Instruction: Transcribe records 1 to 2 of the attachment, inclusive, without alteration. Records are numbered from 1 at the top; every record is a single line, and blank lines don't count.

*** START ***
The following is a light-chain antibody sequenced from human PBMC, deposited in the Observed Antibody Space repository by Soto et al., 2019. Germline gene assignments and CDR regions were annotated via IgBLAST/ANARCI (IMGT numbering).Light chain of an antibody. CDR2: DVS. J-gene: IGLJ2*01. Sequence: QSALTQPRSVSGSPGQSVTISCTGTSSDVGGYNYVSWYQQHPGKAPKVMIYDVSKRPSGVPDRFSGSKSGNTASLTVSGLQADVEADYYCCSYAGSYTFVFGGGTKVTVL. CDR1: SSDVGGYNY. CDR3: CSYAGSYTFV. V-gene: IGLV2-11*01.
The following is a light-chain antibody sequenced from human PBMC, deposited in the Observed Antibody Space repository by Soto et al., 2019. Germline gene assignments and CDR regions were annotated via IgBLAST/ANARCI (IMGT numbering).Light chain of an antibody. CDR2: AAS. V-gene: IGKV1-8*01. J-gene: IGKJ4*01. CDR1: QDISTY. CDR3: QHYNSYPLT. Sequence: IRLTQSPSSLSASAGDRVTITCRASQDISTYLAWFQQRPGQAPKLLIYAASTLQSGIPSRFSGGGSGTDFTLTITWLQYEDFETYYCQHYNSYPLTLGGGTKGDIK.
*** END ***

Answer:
The following is a light-chain antibody sequenced from human PBMC, deposited in the Observed Antibody Space repository by Soto et al., 2019. Germline gene assignments and CDR regions were annotated via IgBLAST/ANARCI (IMGT numbering).Light chain of an antibody. CDR2: DVS. J-gene: IGLJ2*01. Sequence: QSALTQPRSVSGSPGQSVTISCTGTSSDVGGYNYVSWYQQHPGKAPKVMIYDVSKRPSGVPDRFSGSKSGNTASLTVSGLQADVEADYYCCSYAGSYTFVFGGGTKVTVL. CDR1: SSDVGGYNY. CDR3: CSYAGSYTFV. V-gene: IGLV2-11*01.
The following is a light-chain antibody sequenced from human PBMC, deposited in the Observed Antibody Space repository by Soto et al., 2019. Germline gene assignments and CDR regions were annotated via IgBLAST/ANARCI (IMGT numbering).Light chain of an antibody. CDR2: AAS. V-gene: IGKV1-8*01. J-gene: IGKJ4*01. CDR1: QDISTY. CDR3: QHYNSYPLT. Sequence: IRLTQSPSSLSASAGDRVTITCRASQDISTYLAWFQQRPGQAPKLLIYAASTLQSGIPSRFSGGGSGTDFTLTITWLQYEDFETYYCQHYNSYPLTLGGGTKGDIK.